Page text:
OPINIONS: Rebbi Yochanan says that to be Mekabel Tum'as Mes, an object must be used for its original purpose. Rebbi Yochanan states that "we say Amod v'Na'aseh Melachteinu" (literally, "stand and we shall perform our work") with regard to Tum'as Mes. What does this expression mean?
(a) RASHI explains that this means that a utensil which broke must serve in its original capacity (to some extent) in order to be considered Tamei even when it is broken. Thus, if we can say to the utensil, "Amod v'Na'aseh Melachteinu" -- "Stand and we shall perform our work [by using you for the purpose for which you were originally made]," then it is Mekabel Tum'as Mes.
(b) The RIVA cited by TOSFOS (DH v'Ein) explains that it means that if an object which is broken can be used only for a purpose other than its original purpose, then it is not Tamei, because we tell the person who uses it, "Amod v'Na'aseh Melachteinu" -- "Stop! We want to [fix it in order to] use it for its original purpose." It is therefore still considered broken and is not Mekabel Tum'ah.
(According to Tosfos, the phrase that Rebbi Yochanan uses, "Amod v'Na'aseh Melachteinu," is consistent with the way it is always used; that is, if we tell a person to stop using a utensil -- "Amod..." -- the utensil is not Mekabel Tum'ah.)


QUESTION: The Gemara tells us that Rebbi Meir, the Chachamim (who are the source for the ruling of the Mishnah), and Rebbi Eliezer argue whether a woman may go out into Reshus ha'Rabim on Shabbos while wearing an "Ir Shel Zahav." Rebbi Eliezer, who argues with the ruling of the Mishnah, permits her to go out with it because only a prominent woman wears such an ornament, and it is beneath her dignity to remove it to show to someone else. Therefore, there is no fear that she will carry it in Reshus ha'Rabim.
Later in the Gemara, Shmuel permits wearing a "Kelila" (a gold plate worn on the forehead), because only a prominent woman wears such an ornament, and there is no fear that she will remove it in Reshus ha'Rabim. Does Shmuel mean that the Halachah follows Rebbi Eliezer, and not the Tana of the Mishnah who prohibits a woman to go out while wearing an Ir Shel Zahav?
(a) The ME'IRI quotes the "Gedolei ha'Mefarshim" who says that Shmuel indeed sides with Rebbi Eliezer and not with the Mishnah.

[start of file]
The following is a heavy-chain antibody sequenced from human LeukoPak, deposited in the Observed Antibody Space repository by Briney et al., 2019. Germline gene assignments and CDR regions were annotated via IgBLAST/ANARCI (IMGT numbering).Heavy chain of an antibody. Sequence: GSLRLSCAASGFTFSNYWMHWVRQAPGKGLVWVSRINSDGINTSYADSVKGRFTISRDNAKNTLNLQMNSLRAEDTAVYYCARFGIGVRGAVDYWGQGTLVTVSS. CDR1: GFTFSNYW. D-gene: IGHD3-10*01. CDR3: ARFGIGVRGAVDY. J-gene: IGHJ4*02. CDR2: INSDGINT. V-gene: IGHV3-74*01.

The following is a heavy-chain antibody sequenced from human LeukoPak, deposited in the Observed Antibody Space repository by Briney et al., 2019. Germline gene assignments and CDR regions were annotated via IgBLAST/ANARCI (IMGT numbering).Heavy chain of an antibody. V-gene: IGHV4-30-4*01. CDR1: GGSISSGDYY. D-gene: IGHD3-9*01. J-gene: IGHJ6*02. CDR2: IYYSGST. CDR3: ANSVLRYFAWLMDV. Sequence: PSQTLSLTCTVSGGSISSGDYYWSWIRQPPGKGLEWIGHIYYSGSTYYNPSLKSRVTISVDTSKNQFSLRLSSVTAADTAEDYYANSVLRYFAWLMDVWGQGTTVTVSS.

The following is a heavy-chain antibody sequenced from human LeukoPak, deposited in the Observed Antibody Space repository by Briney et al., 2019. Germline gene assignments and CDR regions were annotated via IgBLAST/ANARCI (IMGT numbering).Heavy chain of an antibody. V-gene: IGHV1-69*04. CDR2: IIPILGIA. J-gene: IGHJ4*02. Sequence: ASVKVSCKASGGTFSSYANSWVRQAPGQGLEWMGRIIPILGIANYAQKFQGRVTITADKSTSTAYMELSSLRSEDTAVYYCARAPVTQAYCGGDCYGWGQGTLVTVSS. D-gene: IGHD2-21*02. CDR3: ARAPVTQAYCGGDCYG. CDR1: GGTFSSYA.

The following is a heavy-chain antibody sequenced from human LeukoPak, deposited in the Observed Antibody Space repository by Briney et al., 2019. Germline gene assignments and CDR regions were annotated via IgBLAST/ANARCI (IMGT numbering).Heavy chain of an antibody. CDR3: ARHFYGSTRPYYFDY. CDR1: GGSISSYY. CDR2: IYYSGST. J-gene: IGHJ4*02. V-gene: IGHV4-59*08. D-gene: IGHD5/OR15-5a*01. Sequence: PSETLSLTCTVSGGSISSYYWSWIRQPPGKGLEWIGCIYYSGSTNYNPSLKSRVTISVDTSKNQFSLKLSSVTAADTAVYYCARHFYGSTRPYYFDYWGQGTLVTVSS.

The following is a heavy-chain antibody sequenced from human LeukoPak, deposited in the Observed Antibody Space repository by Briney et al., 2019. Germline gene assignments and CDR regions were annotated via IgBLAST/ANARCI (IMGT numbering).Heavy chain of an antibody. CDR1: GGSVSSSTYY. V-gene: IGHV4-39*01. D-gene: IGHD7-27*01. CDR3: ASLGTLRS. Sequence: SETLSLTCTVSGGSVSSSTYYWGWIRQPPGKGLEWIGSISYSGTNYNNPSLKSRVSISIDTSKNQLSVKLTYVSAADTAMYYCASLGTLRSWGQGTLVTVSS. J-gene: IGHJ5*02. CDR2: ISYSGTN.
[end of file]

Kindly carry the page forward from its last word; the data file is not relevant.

(b) The RASHBA and RITVA say that Shmuel does not agree with Rebbi Eliezer. They explain that there are three types of ornaments. The Kelila which Shmuel permits is an elegant ornament of average quality worn by wealthy women. Since it is average, they will not feel compelled to remove it to show to their friends. However, an Ir Shel Zahav is an unusually elegant ornament and, therefore, even wealthy women will remove it to show to their friends (this is the point of dispute between the Mishnah and Rebbi Eliezer). The third type is an elegant item which even poor women wear; such an item is prohibited to be worn by anyone in Reshus ha'Rabim.
(c) The MIRKEVES HA'MISHNEH says that according to the RAMBAM (Hilchos Shabbos 19:6), Shmuel agrees that an Ir Shel Zahav is prohibited, but not for the same reason as the Gemara earlier suggests. Rather, according to Shmuel one is prohibited to wear the Ir Shel Zahav (and the other ornaments mentioned in the Mishnah) due to a concern that it will fall off and she will carry it in Reshus ha'Rabim. (This, in fact, is the way the Rambam (Hilchos Shabbos 19:6) records the laws of the Mishnah.) Perhaps a Kelila, in contrast, is worn tighter and therefore there is no concern that it will fall off. The only possible concern is that she might remove it in order to show it to her friends, but Shmuel says that we are not concerned that she will do that. Therefore, Shmuel may still agree with the Mishnah that prohibits a woman to go out with an Ir Shel Zahav.